The Order of Things

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The Order of Things
The Order of Things (French edition).jpg
Cover of the French edition
AuthorMichel Foucault
Original titleLes Mots et les choses
SubjectHuman science
Media typePrint (Hardcover and paperback)

The Order of Things: An Archaeology of the Human Sciences (Les mots et les choses: Une archéologie des sciences humaines, 1966) by French philosopher Michel Foucault proposes that every historical period has underlying epistemic assumptions, ways of thinking, which determine what is truth and what is acceptable discourse about a subject, by delineating the origins of biology, economics, and linguistics. The introduction to the origins of the human sciences begins with detailed, forensic analyses and discussion of the complex networks of sightlines, hidden-ness, and representation that exist in the group painting Las Meninas (The Ladies-in-waiting, 1656) by Diego Velázquez. Foucault's application of the analyses shows the structural parallels in the similar developments in perception that occurred in researchers’ ways of seeing the subject in the human sciences.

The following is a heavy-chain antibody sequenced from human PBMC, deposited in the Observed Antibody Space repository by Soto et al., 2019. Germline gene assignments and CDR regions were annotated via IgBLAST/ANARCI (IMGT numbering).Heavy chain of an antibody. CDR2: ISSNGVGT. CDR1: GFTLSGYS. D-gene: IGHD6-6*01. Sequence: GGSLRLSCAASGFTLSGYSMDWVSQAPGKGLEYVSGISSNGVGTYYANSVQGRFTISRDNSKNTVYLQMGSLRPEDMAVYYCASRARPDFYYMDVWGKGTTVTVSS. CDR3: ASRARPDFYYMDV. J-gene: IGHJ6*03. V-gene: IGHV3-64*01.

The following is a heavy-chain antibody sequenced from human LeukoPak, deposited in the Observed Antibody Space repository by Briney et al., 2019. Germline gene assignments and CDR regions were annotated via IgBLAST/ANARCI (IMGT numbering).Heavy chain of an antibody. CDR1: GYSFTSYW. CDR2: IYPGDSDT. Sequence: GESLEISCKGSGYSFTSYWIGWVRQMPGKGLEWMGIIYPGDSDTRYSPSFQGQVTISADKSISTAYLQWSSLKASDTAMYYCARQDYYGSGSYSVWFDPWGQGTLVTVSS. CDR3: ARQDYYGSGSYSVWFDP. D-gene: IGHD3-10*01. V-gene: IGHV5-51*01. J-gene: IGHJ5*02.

The concept of episteme[edit]

In The Order of Things: An Archaeology of the Human Sciences Foucault wrote that a historical period is characterized by epistemes — ways of thinking about truth and about discourse — which are common to the fields of knowledge, and determine what ideas it is possible to conceptualize and what ideas it is acceptable to affirm as true. That the acceptable ideas change and develop in the course of time, manifested as paradigm shifts of intellectualism, for instance between the periods of Classical antiquity (7th c. BC– AD 5th c.) and Modernity (AD 1500), is support for the thesis that every historical period has underlying epistemic assumptions, ways of thinking that determined what is truth and what is acceptable.

Foucault analyzes three epistemes:

  1. The episteme of the Renaissance, characterized by resemblance and similitude
  2. The episteme of the Classical era, characterized by representation and ordering, identity and difference, as categorization and taxonomy
  3. The episteme of the Modern era, the character of which is the subject of the book

In the Classical-era episteme, the concept of Man was not yet defined, but spoken of. Man was not subject to a distinct epistemological awareness.[2]

Epistemic interpretation[edit]

Las Meninas (The Ladies-in-waiting, 1656), by Diego Velázquez. (Museo del Prado, Madrid)